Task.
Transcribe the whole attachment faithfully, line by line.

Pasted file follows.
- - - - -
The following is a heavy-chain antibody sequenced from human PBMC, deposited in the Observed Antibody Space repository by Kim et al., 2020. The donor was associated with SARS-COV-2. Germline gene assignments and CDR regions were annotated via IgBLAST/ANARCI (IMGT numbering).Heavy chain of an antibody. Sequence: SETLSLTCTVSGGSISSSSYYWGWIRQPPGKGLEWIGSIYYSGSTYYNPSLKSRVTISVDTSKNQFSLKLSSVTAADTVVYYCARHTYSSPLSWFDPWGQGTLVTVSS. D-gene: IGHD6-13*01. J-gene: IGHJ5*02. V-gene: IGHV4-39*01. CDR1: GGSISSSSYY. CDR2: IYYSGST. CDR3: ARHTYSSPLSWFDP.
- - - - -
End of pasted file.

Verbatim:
The following is a heavy-chain antibody sequenced from human PBMC, deposited in the Observed Antibody Space repository by Kim et al., 2020. The donor was associated with SARS-COV-2. Germline gene assignments and CDR regions were annotated via IgBLAST/ANARCI (IMGT numbering).Heavy chain of an antibody. Sequence: SETLSLTCTVSGGSISSSSYYWGWIRQPPGKGLEWIGSIYYSGSTYYNPSLKSRVTISVDTSKNQFSLKLSSVTAADTVVYYCARHTYSSPLSWFDPWGQGTLVTVSS. D-gene: IGHD6-13*01. J-gene: IGHJ5*02. V-gene: IGHV4-39*01. CDR1: GGSISSSSYY. CDR2: IYYSGST. CDR3: ARHTYSSPLSWFDP.